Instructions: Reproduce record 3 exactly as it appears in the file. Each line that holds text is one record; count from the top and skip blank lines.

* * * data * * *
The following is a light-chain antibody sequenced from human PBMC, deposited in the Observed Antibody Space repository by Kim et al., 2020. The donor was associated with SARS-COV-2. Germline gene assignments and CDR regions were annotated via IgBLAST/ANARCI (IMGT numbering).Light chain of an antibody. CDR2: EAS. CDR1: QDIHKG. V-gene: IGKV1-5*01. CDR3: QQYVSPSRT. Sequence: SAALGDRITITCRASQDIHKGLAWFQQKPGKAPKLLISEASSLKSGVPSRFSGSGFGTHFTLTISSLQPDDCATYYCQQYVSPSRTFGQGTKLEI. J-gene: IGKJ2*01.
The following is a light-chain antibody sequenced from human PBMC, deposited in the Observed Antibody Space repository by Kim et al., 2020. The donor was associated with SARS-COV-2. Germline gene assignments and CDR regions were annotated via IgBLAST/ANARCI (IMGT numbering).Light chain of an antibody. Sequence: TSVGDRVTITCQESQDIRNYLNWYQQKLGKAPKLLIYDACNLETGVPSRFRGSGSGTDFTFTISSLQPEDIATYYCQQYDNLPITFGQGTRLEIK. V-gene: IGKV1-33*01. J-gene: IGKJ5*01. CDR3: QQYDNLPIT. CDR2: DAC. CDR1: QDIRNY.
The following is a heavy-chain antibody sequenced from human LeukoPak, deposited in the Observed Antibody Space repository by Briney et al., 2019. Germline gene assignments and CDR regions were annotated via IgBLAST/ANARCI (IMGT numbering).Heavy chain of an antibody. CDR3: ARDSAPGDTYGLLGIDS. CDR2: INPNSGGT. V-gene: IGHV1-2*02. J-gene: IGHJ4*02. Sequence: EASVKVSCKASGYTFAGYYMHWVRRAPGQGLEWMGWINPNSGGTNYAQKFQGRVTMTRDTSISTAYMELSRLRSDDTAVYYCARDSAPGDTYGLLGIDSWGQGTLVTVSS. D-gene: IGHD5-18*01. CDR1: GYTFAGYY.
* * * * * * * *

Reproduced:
The following is a heavy-chain antibody sequenced from human LeukoPak, deposited in the Observed Antibody Space repository by Briney et al., 2019. Germline gene assignments and CDR regions were annotated via IgBLAST/ANARCI (IMGT numbering).Heavy chain of an antibody. CDR3: ARDSAPGDTYGLLGIDS. CDR2: INPNSGGT. V-gene: IGHV1-2*02. J-gene: IGHJ4*02. Sequence: EASVKVSCKASGYTFAGYYMHWVRRAPGQGLEWMGWINPNSGGTNYAQKFQGRVTMTRDTSISTAYMELSRLRSDDTAVYYCARDSAPGDTYGLLGIDSWGQGTLVTVSS. D-gene: IGHD5-18*01. CDR1: GYTFAGYY.